NEVER read the comments section. The comments section is where some like to practice the ancient craft of “trolling” and it’s easy to get lured into senseless arguments. Take the bait and suddenly you’re stuck in an ALL CAPS Facebook fight where the chance of victory is slim to none.
But what if it’s your job to read the comments? If you work in communications for a public health unit, it’s part of the gig. Social media plays a massive role in health promotion and public education and the vast majority of comments we receive are constructive and relevant, and we really are happy to answer questions.
But there are some conspiracy theories out there, or sometimes it is just frustration. As we have all learned, it is no fun being stuck in a pandemic. So today I want to address some of the comments we see fairly frequently and how they actually fit in the larger scheme of things.
"Most cases announced here are false positives anyway!"
We hear this quite a bit, but uncorrected false positives are extremely RARE. The COVID-19 PCR (polymerase chain reaction) test can detect even tiny traces of the virus and has a false positivity rate of less than 0.01%.
"Why don't you just tell us where the cases are?!"
When we announce cases, it’s categorized as "Thunder Bay and Surrounding Area," "District Communities" and "First Nations Communities." This one is all about a person’s right to keep their medical information private. We have some very small communities and it can be surprisingly easy to identify people if you give too much information. So to comply with privacy law, the Health Unit does not release information that could identify individuals who test positive with COVID-19 or really any infectious disease for that matter.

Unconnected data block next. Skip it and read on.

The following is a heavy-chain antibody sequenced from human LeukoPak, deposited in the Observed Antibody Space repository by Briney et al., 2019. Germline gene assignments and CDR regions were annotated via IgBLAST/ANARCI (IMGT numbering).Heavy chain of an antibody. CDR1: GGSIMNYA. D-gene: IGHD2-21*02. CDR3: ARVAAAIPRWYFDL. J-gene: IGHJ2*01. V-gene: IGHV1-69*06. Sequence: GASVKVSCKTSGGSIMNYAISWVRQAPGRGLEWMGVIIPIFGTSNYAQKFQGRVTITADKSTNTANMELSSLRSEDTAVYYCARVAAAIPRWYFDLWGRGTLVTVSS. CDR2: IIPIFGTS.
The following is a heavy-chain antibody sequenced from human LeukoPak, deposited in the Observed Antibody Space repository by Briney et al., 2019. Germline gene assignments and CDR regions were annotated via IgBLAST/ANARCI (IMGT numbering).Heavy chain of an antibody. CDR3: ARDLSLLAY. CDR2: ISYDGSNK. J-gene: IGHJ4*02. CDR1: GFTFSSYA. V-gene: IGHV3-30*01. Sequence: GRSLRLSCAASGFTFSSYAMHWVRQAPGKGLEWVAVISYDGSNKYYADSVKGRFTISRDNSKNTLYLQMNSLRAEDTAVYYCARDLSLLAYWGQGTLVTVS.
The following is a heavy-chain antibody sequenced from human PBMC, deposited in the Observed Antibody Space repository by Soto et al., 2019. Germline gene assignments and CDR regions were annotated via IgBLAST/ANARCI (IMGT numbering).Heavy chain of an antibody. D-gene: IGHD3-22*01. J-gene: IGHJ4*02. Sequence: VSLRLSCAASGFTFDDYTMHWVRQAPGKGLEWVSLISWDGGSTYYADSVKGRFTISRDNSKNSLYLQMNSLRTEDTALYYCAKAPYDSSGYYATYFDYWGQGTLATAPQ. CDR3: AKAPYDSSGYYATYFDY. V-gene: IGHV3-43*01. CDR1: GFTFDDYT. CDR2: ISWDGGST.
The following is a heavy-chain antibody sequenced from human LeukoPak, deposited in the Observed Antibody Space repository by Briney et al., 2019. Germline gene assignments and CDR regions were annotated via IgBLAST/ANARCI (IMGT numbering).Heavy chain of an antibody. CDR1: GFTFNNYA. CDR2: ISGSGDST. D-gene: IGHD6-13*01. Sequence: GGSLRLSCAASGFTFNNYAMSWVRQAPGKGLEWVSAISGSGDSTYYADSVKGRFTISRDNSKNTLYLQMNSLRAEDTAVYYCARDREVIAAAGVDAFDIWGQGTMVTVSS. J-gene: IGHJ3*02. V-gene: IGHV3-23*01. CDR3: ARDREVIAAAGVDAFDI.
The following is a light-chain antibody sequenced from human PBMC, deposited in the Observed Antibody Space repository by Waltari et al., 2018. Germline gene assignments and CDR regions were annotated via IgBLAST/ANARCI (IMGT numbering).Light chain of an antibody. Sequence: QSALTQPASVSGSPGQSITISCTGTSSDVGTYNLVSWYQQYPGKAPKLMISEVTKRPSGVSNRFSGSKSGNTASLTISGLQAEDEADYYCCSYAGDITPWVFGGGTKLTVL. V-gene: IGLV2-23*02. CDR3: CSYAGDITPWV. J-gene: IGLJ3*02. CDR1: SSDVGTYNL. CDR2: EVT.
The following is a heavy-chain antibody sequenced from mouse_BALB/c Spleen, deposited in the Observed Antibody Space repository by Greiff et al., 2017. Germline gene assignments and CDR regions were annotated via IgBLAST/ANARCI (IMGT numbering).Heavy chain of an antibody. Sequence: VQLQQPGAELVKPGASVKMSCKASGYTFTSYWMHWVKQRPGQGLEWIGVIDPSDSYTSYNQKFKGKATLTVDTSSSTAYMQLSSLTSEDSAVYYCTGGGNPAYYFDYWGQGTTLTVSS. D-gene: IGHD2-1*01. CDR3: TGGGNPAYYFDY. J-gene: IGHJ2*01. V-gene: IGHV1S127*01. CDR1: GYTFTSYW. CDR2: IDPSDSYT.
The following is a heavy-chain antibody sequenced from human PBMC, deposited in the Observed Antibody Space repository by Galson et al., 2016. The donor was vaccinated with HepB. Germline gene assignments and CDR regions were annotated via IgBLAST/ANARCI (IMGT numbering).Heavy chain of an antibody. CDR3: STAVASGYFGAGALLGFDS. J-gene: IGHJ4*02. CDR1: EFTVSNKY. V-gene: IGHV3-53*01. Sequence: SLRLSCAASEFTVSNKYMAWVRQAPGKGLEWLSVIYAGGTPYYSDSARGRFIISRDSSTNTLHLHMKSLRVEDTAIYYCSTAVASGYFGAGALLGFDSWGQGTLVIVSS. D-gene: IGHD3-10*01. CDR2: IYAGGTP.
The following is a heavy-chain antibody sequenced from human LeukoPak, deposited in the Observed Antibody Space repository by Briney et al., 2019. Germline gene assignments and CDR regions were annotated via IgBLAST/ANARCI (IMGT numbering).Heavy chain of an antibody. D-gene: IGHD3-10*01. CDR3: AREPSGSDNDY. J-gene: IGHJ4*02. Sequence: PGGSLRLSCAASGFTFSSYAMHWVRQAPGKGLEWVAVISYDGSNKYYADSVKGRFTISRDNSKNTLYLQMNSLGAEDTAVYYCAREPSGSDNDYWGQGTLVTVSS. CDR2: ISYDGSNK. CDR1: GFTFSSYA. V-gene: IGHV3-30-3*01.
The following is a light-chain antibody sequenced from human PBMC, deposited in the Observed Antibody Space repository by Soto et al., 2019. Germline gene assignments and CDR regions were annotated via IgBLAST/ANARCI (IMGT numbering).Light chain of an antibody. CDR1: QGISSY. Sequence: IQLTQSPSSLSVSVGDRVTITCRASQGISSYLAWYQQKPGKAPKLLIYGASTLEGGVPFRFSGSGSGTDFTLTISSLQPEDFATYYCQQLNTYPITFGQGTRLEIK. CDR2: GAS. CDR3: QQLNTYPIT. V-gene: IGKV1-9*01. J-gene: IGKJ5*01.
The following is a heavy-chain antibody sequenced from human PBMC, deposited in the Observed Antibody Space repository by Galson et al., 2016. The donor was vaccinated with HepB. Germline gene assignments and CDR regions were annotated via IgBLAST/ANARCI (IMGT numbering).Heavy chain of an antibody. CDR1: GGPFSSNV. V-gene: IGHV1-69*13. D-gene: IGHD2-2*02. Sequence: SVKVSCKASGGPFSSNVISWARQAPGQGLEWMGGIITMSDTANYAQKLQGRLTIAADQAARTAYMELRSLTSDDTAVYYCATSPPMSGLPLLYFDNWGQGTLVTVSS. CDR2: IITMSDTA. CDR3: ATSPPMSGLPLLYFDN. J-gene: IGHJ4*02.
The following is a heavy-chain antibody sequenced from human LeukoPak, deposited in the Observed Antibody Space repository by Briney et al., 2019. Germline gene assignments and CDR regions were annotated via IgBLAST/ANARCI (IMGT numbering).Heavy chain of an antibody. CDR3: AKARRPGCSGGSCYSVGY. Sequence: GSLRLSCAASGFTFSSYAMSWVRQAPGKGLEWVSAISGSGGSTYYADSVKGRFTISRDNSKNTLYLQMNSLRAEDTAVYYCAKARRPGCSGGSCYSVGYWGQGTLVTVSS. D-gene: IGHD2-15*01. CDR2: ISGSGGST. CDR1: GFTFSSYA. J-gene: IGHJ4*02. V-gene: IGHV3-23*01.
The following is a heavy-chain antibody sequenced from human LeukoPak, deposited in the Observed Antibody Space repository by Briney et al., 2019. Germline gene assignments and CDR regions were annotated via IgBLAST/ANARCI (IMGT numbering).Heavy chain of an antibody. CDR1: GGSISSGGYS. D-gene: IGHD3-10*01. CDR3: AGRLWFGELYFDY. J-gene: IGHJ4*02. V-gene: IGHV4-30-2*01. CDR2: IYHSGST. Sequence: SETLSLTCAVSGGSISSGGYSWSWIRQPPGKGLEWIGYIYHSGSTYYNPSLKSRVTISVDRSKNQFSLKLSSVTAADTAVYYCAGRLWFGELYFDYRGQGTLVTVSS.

"More people die from the flu than from COVID!"
The flu is a terrible illness. People get sick and die from it every year. But fortunately, there is a vaccine, which why we strongly recommend and promote it every year. Still, there is an average of 3500 flu deaths in Canada per year. But this pales in comparison to COVID-19, which is now at over 10,000 deaths in Canada. There is no vaccine yet for COVID-19, so our best course of action is still infection prevention.
Well, I hope that clears up a few things that you may have seen in the comments section a time or two or perhaps have wondered about yourself. If you do have any comments or questions of your own, let us know! You know that we will read them and maybe we can give you some answers. Until then, keep up with the hand-washing, masks, physical distancing and have a safe day everyone!